Should this City Mouse Become a (pseudo)Country Mouse?
March 12, 2012 4:00 PM   Subscribe

MakeMyMindUpForMe-filter: If you were a not-so-young-anymore grad student to be, and had to choose between spending the next 6(ish) years of your life in Durham or Chicago, which would you choose on a purely lifestyle basis (academic/$$ considerations being relatively equal), and why? Looking for experiences of those who have lived (not necessarily studied) in either (or both!) places. Semi-relevant details inside.

I'm tired of weighing the academic and financial pros and cons of the grad programs I've been accepted to, and am trying to figure out where I might (possibly.....just maybe) actually be happy living. I've visited both campuses, but did not have much of an opportunity to get a feel for the city/lifestyle offered by either locale. On first glance, Chi-town seems the obvious choice in many ways, but I'm looking for thoughts on why the "obvious choice" may or may not be so.....obvious.
Here are some things about me that might be relevant (but I'm also interested in general thoughts about either city):
- I bike. A lot. I will be using my bike as my main/sole form of transportation wherever I end up.
- I currently live in a land where Winter is a Real Thing, and am therefore used to a Chicago-esque climate (but also pretty sick of a Chicago-esque climate)
- In my non-academic life, I'm seriously/professionally involved in contemporary dance. I hope to be able to continue this in some (though obviously reduced) capacity (especially taking regular pro-level classes in ballet and contemporary dance). This seems to be a point in favour of Chicago, but I'd be interested to hear about hidden dance gems in the Research Triangle area...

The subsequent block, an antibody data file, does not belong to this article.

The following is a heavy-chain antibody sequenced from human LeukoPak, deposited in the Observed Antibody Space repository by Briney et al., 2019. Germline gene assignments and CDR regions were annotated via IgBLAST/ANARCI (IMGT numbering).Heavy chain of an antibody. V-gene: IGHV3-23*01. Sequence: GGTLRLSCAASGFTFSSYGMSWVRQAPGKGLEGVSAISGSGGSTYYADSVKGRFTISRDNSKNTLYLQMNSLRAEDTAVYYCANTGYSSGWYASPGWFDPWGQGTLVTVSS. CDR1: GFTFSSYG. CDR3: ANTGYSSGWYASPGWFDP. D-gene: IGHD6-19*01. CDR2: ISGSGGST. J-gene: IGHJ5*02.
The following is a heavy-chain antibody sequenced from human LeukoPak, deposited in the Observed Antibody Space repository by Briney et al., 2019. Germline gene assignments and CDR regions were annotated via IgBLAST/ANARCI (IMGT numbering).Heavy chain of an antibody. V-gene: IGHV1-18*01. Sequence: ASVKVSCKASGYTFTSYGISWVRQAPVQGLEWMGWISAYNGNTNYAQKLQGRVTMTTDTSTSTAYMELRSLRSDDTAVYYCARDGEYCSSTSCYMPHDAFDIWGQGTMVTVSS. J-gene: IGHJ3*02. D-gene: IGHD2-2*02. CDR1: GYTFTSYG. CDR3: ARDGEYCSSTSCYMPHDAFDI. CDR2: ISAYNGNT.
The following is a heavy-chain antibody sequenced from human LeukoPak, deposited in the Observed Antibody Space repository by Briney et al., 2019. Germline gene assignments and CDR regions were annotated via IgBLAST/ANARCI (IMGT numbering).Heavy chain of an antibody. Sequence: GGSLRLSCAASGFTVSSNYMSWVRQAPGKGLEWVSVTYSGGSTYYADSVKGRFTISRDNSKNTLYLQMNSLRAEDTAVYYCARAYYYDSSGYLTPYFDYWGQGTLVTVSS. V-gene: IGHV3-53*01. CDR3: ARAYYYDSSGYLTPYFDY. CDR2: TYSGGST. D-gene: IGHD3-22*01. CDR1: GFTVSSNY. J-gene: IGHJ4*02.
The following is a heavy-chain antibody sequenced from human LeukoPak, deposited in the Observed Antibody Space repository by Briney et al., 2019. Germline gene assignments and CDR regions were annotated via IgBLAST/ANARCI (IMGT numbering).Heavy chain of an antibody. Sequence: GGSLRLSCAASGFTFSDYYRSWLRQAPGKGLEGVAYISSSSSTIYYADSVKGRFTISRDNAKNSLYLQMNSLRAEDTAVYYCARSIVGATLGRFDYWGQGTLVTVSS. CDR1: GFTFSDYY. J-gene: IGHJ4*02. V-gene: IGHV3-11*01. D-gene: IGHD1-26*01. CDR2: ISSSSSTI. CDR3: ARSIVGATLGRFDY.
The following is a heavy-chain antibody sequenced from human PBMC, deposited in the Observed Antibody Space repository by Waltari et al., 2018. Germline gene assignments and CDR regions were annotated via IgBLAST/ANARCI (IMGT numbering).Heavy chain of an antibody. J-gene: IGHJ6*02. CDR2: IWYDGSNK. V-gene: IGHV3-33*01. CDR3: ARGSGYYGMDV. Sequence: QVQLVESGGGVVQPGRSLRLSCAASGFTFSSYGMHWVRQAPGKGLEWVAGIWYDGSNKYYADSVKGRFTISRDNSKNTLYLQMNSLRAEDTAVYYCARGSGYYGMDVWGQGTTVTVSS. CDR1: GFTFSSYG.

- I do not currently have a dog, but I want to get one when I move. I like Big Dogs.
- I grew up in a VERY small town near a small city, but have lived for the past eight years in a Big (BIG) City. I like both lifestyles pretty equally (hence the impossibility of this choice).
- I love outdoorsy things: camping, hiking, backpacking, rock-climbing, etc. Having (relatively easy) access to some serious Wild Spaces (as opposed to city parks) would be a definite plus.
- I'm Canadian.
- I like hockey. A lot. (This also seems to be a point in Chicago's favour, but since I'm a Canucks fan and don't interact well with Blackhawks fans....maybe it's better I go somewhere where I won't get beaten up for wearing my Burrows jersey on game days?)
- I do not have a SO whose preferences I need to consider, and my cat is pretty ambivalent on this issue.

So, MetaMind.....what would your Chicago/Durham sales pitch (or warning!) look like? What should I be taking into consideration when making my choice? Can you make my choice for me? Pretty please?
posted by Dorinda to Society & Culture (25 answers total) 4 users marked this as a favorite
I moved from Chicago to Durham area (I'll call it RDU to talk generally about the areasl) 3 years ago. I moved to Chapel Hill, which is very different.

Here's my take on your points:

--RDU(if you live near school). Chapel Hill and Carrboro is very bikeable as well. Most of the area is sprawlville, however. Biking has gotten much bigger in Chicago since I left, it seems.